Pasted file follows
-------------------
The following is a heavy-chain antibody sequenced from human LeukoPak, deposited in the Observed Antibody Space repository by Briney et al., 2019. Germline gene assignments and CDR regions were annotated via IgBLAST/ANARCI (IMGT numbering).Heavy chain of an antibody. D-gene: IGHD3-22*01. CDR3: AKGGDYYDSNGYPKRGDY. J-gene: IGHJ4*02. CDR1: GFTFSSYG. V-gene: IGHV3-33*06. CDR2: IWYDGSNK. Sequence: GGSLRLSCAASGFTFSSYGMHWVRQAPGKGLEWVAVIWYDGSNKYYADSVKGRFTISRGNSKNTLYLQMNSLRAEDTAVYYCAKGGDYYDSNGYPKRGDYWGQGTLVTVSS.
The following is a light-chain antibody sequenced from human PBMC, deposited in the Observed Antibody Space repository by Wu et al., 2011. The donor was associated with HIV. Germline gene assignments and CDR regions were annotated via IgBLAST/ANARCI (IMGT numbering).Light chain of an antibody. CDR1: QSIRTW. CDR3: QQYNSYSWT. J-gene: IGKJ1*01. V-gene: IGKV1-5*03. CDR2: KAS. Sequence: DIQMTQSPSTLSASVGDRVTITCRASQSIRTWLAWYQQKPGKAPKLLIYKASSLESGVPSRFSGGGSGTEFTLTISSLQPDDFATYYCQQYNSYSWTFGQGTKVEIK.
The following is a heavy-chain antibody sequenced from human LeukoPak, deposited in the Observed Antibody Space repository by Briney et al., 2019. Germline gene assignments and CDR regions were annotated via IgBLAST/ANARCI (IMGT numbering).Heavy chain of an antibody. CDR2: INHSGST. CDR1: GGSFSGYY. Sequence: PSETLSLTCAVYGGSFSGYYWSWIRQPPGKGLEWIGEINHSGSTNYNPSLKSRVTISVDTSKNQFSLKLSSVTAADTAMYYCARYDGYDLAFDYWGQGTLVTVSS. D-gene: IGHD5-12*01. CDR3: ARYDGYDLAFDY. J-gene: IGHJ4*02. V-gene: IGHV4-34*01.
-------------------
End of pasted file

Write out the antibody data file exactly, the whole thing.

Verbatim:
The following is a heavy-chain antibody sequenced from human LeukoPak, deposited in the Observed Antibody Space repository by Briney et al., 2019. Germline gene assignments and CDR regions were annotated via IgBLAST/ANARCI (IMGT numbering).Heavy chain of an antibody. D-gene: IGHD3-22*01. CDR3: AKGGDYYDSNGYPKRGDY. J-gene: IGHJ4*02. CDR1: GFTFSSYG. V-gene: IGHV3-33*06. CDR2: IWYDGSNK. Sequence: GGSLRLSCAASGFTFSSYGMHWVRQAPGKGLEWVAVIWYDGSNKYYADSVKGRFTISRGNSKNTLYLQMNSLRAEDTAVYYCAKGGDYYDSNGYPKRGDYWGQGTLVTVSS.
The following is a light-chain antibody sequenced from human PBMC, deposited in the Observed Antibody Space repository by Wu et al., 2011. The donor was associated with HIV. Germline gene assignments and CDR regions were annotated via IgBLAST/ANARCI (IMGT numbering).Light chain of an antibody. CDR1: QSIRTW. CDR3: QQYNSYSWT. J-gene: IGKJ1*01. V-gene: IGKV1-5*03. CDR2: KAS. Sequence: DIQMTQSPSTLSASVGDRVTITCRASQSIRTWLAWYQQKPGKAPKLLIYKASSLESGVPSRFSGGGSGTEFTLTISSLQPDDFATYYCQQYNSYSWTFGQGTKVEIK.
The following is a heavy-chain antibody sequenced from human LeukoPak, deposited in the Observed Antibody Space repository by Briney et al., 2019. Germline gene assignments and CDR regions were annotated via IgBLAST/ANARCI (IMGT numbering).Heavy chain of an antibody. CDR2: INHSGST. CDR1: GGSFSGYY. Sequence: PSETLSLTCAVYGGSFSGYYWSWIRQPPGKGLEWIGEINHSGSTNYNPSLKSRVTISVDTSKNQFSLKLSSVTAADTAMYYCARYDGYDLAFDYWGQGTLVTVSS. D-gene: IGHD5-12*01. CDR3: ARYDGYDLAFDY. J-gene: IGHJ4*02. V-gene: IGHV4-34*01.